A Nostalgic Podcast

I had the opportunity to produce a podcast about a game that mattered a lot to me while I was younger.

I didn’t really know what game I wanted to do my podcast episode on at first. In order to create an intellectual podcast that I thought my professor and classmates would enjoy, I figured it would need to be about a game that has a clear deeper meaning. Then I remembered one game that nobody had mentioned, and I didn’t think anybody else would think of off the top of their head. I use to love playing the game Fireboy and Watergirl. This game doesn’t immediately strike one as “life-changing,” but I knew that one of the things I wanted to talk about in my episode coincided with one of the key learning outcomes from this course.

I’ve touched on this before, but if collaboration is a skill we are supposed to be honing in on as freshmen in college, our foundational skills from this concept must have come from somewhere. I think I learned a plethora of collaboration and communication skills while playing the game Fireboy and Watergirl growing up. As I was developing ideas for my podcast, I knew this was something I wanted to touch on. After discussing it with my professor and Assistant Producer, I decided I wanted to focus on other cognitive skills this game helped young children develop, gender roles in the game, and its intended audience and accessibility.

I carefully worked out a script that was even able to incorporate a bit of a personal story from George that I felt would help reach out to our audience. Unfortunately, we were not physically able to get together to record our episode because of the global pandemic. Since most of our peers settled on recording a zoom call, that is what we tried first. However, I was not happy with the quality of the audio at all partly due to the fact someone had spotty internet connection and words would get unknowingly gargled.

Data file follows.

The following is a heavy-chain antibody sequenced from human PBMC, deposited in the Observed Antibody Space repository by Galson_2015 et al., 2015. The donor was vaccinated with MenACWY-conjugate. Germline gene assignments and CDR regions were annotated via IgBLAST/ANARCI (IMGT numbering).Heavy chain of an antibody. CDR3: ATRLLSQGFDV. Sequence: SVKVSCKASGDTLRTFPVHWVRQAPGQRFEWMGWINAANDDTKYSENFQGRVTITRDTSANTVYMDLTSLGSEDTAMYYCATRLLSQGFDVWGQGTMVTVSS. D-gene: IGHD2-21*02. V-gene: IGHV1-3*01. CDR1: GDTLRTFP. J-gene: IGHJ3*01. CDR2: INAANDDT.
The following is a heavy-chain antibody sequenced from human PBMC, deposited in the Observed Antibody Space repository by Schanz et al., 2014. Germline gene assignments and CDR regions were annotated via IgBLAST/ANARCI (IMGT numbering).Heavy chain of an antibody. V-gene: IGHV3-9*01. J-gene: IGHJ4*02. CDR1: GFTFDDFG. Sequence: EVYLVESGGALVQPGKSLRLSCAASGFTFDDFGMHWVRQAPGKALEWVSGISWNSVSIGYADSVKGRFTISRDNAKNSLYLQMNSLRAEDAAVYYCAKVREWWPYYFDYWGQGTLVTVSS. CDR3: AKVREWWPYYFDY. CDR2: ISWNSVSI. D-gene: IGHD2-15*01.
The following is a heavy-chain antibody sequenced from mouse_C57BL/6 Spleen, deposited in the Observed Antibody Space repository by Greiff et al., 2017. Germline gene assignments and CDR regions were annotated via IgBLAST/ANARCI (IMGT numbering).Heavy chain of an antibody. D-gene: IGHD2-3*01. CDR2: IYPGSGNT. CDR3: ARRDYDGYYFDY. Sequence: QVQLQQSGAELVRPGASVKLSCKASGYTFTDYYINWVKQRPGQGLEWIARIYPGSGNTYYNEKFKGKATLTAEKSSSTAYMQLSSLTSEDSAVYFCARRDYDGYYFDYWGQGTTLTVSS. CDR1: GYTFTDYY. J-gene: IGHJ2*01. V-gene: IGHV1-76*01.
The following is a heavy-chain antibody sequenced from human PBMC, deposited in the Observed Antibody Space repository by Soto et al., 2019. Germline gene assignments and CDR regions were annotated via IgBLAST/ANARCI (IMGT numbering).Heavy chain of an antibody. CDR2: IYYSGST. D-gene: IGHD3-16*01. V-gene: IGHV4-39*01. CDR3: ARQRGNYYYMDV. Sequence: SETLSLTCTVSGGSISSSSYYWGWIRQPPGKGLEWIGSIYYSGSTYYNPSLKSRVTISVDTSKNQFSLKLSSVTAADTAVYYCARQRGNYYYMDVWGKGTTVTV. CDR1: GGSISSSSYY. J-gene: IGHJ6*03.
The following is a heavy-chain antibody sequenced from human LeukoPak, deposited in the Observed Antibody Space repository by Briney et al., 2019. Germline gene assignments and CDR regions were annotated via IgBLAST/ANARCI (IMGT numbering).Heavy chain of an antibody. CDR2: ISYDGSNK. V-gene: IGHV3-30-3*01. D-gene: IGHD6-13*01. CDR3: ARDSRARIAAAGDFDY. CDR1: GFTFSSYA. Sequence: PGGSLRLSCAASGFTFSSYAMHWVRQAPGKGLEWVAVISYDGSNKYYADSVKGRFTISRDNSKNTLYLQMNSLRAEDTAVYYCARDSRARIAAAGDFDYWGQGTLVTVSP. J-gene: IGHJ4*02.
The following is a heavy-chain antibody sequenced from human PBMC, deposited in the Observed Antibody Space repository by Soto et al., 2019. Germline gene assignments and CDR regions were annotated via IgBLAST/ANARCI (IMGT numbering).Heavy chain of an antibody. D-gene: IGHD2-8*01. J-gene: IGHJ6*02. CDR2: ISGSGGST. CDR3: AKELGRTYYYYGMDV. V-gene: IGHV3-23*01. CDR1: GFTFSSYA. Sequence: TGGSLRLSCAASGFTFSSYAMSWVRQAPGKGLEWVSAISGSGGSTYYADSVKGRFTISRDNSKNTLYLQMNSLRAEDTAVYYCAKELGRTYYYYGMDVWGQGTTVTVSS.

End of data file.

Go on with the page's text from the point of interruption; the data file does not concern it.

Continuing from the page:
I then tried to download audacity only to find that it didn’t seem to be compatible with Catalina on the Mac OS. I was able to get the application, but the files wouldn’t import, so I needed to get creative. I have strong experience with iMovie and have even crafted projects that rely on heavily edited audio. I also knew that iMovie has an option to export only audio so even if I put in a video file, it wouldn’t matter for my final project. I rerecorded all of my parts with voice memos on my iPhone and loved the quality that came out from that. When George did the same, I was finally able to get the ball rolling on the podcast editing and adding in music was not a big issue at all.

The most important lesson I learned from creating a podcast involved improving my rhetorical composition. In writing a podcast, it should sound intellectual, engaging, and pleasing to listen to. I had to get creative and find dialogue that easily flowed together. This was by far one of my favorite projects in college.

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